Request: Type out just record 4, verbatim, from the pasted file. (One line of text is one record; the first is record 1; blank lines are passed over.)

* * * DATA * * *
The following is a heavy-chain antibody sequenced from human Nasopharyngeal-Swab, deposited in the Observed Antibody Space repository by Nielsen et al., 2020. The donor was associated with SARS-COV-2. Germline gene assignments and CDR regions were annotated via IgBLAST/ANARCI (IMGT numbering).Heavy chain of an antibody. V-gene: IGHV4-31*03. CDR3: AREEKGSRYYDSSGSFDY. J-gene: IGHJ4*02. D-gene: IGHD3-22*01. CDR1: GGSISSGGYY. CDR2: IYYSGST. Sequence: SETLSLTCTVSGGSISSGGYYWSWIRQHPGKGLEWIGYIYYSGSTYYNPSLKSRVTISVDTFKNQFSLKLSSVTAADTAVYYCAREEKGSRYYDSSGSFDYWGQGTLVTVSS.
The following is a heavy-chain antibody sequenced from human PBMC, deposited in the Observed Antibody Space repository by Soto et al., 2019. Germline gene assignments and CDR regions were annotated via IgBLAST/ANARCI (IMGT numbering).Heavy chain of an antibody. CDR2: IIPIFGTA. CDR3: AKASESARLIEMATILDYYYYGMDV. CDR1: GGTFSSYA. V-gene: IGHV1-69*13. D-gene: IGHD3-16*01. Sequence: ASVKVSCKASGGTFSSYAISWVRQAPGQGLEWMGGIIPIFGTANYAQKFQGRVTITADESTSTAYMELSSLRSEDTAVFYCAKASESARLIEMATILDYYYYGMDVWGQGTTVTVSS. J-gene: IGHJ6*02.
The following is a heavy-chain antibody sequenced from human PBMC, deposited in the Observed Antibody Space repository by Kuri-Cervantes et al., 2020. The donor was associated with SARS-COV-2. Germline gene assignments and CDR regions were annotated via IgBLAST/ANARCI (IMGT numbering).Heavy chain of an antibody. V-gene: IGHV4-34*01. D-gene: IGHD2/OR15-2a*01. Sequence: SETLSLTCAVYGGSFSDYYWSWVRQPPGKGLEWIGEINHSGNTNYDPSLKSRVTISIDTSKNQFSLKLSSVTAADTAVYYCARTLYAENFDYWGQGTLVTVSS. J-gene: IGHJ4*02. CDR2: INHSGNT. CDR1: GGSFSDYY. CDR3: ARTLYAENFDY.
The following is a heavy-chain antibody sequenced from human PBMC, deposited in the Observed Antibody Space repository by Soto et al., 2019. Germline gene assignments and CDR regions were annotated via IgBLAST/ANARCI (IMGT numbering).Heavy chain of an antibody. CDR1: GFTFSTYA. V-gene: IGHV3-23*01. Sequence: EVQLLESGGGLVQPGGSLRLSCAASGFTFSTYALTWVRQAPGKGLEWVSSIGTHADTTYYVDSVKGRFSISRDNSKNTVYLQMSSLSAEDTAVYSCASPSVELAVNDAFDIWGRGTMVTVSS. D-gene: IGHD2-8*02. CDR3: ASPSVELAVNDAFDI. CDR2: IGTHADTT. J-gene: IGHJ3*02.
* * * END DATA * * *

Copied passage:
The following is a heavy-chain antibody sequenced from human PBMC, deposited in the Observed Antibody Space repository by Soto et al., 2019. Germline gene assignments and CDR regions were annotated via IgBLAST/ANARCI (IMGT numbering).Heavy chain of an antibody. CDR1: GFTFSTYA. V-gene: IGHV3-23*01. Sequence: EVQLLESGGGLVQPGGSLRLSCAASGFTFSTYALTWVRQAPGKGLEWVSSIGTHADTTYYVDSVKGRFSISRDNSKNTVYLQMSSLSAEDTAVYSCASPSVELAVNDAFDIWGRGTMVTVSS. D-gene: IGHD2-8*02. CDR3: ASPSVELAVNDAFDI. CDR2: IGTHADTT. J-gene: IGHJ3*02.